);
        return builder.build();
    }

    @Override
    public String version() {
        return "1.0";
    }
}

As you can see, we have implemented the TopologyProvider interface to provide the Topology object. Azkarra enforces you to version each provided topology. This is useful, for example, to execute multiple versions of the same topology or to automatically generate meaningful application.id.

The annotation @Component is required to let Azkarra detects this class.

And that's all! Azkarra will be responsible to create and manage the KafkaStreams instance that will run the provided Topology.

Deploying A Streams Topology

Now, we need to make our WordCountTopology available to the worker.

For doing this, we have to package and install our component into one of the directories configured via the property azkarra.component.paths.

If you look at the docker-compose.yml you will see that this property is set to /tmp/azkarra/components using an environment variable.

The azkarra.component.paths property should define the list of locations (separated by a comma) from which the components will be scanned.

Each configured directories may contain:

  • an uber JAR containing all of the classes and third-party dependencies for the component (e.g., topology).

  • a directory containing all JARs for the component

Usually, with Maven, you will use the maven-assembly-plugin or maven-shade-plugin to build your project to an uber JAR.

After packaging your application, you can copy the .jar into the local directory /tmp/azkarra/components.

Then, restart the docker containers as follows:

$ docker-compose restart

Now, you should be able to list the available topologies via the REST API :

curl -sX GET http://localhost:8080/api/v1/topologies | jq 
[
  {
    "name": "azkarra.WordCountTopology",
    "version": "1.0",
    "description": "WordCount topology example",
    "aliases": [
      "WordCount",
      "WordCountTopology"
    ],
    "config": {}
  }
]

Finally, let's start a new Kafka Streams instance by submitting the following JSON config :

curl -H "Content-Type:application/json" \
-X POST http://localhost:8080/api/v1/streams \
--data '{"type": "azkarra.WordCountTopology", "version": "1.0",  "env": "__default", "config": {} }'

In the command above, we are specifying the type and version of the topology to deploy and the target environment.

Indeed, Azkarra has a concept of StreamsExecutionEnvironment which acts as a container for executing streams instances. By default, an environment named __default is created.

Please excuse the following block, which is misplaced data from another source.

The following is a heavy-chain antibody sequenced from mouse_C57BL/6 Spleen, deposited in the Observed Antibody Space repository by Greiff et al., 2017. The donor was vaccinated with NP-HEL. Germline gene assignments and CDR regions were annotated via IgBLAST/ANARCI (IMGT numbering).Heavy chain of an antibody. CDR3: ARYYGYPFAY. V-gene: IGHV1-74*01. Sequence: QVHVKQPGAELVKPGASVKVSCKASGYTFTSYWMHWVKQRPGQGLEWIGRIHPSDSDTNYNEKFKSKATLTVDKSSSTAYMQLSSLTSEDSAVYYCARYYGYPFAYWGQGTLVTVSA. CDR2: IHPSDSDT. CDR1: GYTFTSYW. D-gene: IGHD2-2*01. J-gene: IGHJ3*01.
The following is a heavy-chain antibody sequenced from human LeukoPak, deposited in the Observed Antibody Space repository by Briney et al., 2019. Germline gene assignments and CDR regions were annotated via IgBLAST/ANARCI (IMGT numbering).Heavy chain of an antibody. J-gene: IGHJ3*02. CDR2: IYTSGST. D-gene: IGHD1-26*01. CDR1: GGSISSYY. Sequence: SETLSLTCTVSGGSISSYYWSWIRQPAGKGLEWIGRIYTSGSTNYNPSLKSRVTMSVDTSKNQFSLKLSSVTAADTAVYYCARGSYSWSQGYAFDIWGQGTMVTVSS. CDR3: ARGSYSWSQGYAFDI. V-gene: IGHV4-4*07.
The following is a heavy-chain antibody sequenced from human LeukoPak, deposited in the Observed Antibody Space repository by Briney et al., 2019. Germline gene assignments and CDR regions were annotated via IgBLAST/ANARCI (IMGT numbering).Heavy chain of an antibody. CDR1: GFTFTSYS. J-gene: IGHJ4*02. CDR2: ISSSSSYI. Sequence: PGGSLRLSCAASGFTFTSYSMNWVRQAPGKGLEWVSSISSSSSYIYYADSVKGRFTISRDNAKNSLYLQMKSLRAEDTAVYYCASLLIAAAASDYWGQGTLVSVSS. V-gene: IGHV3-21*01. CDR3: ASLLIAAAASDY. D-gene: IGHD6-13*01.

Note that Azkarra will automatically create any source and sink topics defined by the topology (azkarra.context.auto.create.topics.enable=true).

Exploring Azkarra Web UI

Azkarra ships with an embedded Web UI that lets you get information about the running Kafka Streams applications.

For example, you can :

  • Get details about the threads and tasks of a running streams instance :
    Azkarra WebUI Streams Overview

  • Visualize the streams topology DAG:
    Azkarra WebUI Streams DAG

  • List the Kafka Streams metrics:
    Azkarra WebUI Streams Metrics

Furthermore, the Azkarra Web UI allows you to stop, restart and delete local streams instances.

Querying states stores

Finally, Kafka Streams has a great mechanism to query the states materialized by streams applications via REST API calls.

Let's produce some messages as follows:

$ docker exec -it broker /usr/bin/kafka-console-producer \
--topic streams-plaintext-input \
--broker-list broker:9092

Azkarra Streams
WordCount
I Heart Logs   
Kafka Streams
Making Sense of Stream Processing

The following is an example to query the state WordCount :

curl -sX POST http://localhost:8080/api/v1/applications/word-count-topology-1-0/stores/WordCount \
--data '{"query":{"get":{"key": "streams"}},"type":"key_value", "set_options":{}}' | jq
{
  "took": 1,
  "timeout": false,
  "server": "azkarra:8080",
  "status": "SUCCESS",
  "result": {
    "success": [
      {
        "server": "azkarra:8080",
        "remote": false,
        "records": [
          {
            "key": "streams",
            "value": 2
          }
        ]
      }
    ],
    "total": 1
  }
}

You can also query a state directly through the Azkarra WebUI.

Azkarra Web UI - Interactive Query

Going further

If you want to read more about using Azkarra Streams, the documentation can be found on GitHub Page.

The documentation contains a step by step getting started to learn basic concepts of Azkarra.

The project also contains some examples.

Conclusion

Azkarra Streams is an initiative to enrich the Kafka Streams ecosystem and facilitate its adoption by developers through a lightweight micro-framework.

We hope this project will be well received by the open-source and Kafka community. Azkarra is still evolving and some features need improvements.
To support Azkarra Streams project, please ⭐ the Github repository or tweet if this project helps you!

Thank you very much!